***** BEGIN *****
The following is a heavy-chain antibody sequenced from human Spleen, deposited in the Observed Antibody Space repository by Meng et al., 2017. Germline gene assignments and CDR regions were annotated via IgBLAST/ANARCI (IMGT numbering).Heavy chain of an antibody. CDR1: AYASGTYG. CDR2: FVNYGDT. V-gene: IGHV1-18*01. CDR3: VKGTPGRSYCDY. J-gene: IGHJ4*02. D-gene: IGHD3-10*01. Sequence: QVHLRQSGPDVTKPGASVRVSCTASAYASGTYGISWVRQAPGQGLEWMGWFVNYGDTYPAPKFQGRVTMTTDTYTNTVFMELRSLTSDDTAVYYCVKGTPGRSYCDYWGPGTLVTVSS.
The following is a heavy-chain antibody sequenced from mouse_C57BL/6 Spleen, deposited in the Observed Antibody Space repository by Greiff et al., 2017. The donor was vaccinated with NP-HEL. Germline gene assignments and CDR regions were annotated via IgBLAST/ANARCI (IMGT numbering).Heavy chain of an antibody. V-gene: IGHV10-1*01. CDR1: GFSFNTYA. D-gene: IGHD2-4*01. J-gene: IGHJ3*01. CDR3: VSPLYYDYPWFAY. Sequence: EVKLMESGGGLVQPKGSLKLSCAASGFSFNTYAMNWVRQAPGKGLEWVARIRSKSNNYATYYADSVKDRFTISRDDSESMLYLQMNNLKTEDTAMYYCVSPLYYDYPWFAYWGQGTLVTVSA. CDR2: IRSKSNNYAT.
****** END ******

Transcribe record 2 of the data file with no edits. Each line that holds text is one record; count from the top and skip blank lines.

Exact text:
The following is a heavy-chain antibody sequenced from mouse_C57BL/6 Spleen, deposited in the Observed Antibody Space repository by Greiff et al., 2017. The donor was vaccinated with NP-HEL. Germline gene assignments and CDR regions were annotated via IgBLAST/ANARCI (IMGT numbering).Heavy chain of an antibody. V-gene: IGHV10-1*01. CDR1: GFSFNTYA. D-gene: IGHD2-4*01. J-gene: IGHJ3*01. CDR3: VSPLYYDYPWFAY. Sequence: EVKLMESGGGLVQPKGSLKLSCAASGFSFNTYAMNWVRQAPGKGLEWVARIRSKSNNYATYYADSVKDRFTISRDDSESMLYLQMNNLKTEDTAMYYCVSPLYYDYPWFAYWGQGTLVTVSA. CDR2: IRSKSNNYAT.